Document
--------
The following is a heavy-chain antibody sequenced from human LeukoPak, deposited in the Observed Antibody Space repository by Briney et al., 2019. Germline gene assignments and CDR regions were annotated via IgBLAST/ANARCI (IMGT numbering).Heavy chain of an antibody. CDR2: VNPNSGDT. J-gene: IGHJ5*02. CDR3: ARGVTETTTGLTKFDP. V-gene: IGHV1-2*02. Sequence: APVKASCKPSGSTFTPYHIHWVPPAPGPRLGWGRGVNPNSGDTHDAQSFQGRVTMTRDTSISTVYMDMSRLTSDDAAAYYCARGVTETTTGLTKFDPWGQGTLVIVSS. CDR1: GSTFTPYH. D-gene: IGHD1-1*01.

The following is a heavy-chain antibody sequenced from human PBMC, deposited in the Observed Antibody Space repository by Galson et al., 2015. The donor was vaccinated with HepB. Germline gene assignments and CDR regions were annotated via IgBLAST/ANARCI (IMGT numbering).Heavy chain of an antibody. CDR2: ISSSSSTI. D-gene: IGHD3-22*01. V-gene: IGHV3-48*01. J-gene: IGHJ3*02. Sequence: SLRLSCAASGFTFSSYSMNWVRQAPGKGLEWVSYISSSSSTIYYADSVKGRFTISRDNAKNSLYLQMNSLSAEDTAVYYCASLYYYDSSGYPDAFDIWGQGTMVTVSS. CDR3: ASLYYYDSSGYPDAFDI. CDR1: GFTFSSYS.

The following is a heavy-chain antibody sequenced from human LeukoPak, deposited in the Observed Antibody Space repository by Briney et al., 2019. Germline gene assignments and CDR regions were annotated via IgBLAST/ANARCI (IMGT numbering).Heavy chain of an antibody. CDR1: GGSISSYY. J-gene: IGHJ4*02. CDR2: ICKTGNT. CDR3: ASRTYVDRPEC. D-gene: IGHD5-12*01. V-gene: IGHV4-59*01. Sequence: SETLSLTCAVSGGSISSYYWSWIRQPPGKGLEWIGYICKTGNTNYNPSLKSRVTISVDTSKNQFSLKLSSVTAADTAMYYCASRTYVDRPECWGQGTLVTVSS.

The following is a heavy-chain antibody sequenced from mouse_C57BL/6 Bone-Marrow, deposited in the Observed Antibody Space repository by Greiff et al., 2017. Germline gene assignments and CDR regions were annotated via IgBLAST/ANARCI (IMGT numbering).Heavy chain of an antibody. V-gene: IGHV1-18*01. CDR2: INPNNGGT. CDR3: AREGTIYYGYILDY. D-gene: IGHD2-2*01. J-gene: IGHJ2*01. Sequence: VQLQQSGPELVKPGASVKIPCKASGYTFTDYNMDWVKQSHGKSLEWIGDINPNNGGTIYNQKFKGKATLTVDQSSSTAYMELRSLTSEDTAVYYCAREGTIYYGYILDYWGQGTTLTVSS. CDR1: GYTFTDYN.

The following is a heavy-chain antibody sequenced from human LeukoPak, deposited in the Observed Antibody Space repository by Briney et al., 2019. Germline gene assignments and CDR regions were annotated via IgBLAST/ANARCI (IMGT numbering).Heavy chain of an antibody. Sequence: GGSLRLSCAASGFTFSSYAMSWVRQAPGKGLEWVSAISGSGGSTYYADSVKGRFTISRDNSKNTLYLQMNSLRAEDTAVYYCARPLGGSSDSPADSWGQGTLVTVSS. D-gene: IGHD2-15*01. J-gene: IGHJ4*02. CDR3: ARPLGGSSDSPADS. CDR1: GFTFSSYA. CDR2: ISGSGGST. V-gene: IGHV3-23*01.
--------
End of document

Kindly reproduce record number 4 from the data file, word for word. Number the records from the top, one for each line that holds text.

The following is a heavy-chain antibody sequenced from mouse_C57BL/6 Bone-Marrow, deposited in the Observed Antibody Space repository by Greiff et al., 2017. Germline gene assignments and CDR regions were annotated via IgBLAST/ANARCI (IMGT numbering).Heavy chain of an antibody. V-gene: IGHV1-18*01. CDR2: INPNNGGT. CDR3: AREGTIYYGYILDY. D-gene: IGHD2-2*01. J-gene: IGHJ2*01. Sequence: VQLQQSGPELVKPGASVKIPCKASGYTFTDYNMDWVKQSHGKSLEWIGDINPNNGGTIYNQKFKGKATLTVDQSSSTAYMELRSLTSEDTAVYYCAREGTIYYGYILDYWGQGTTLTVSS. CDR1: GYTFTDYN.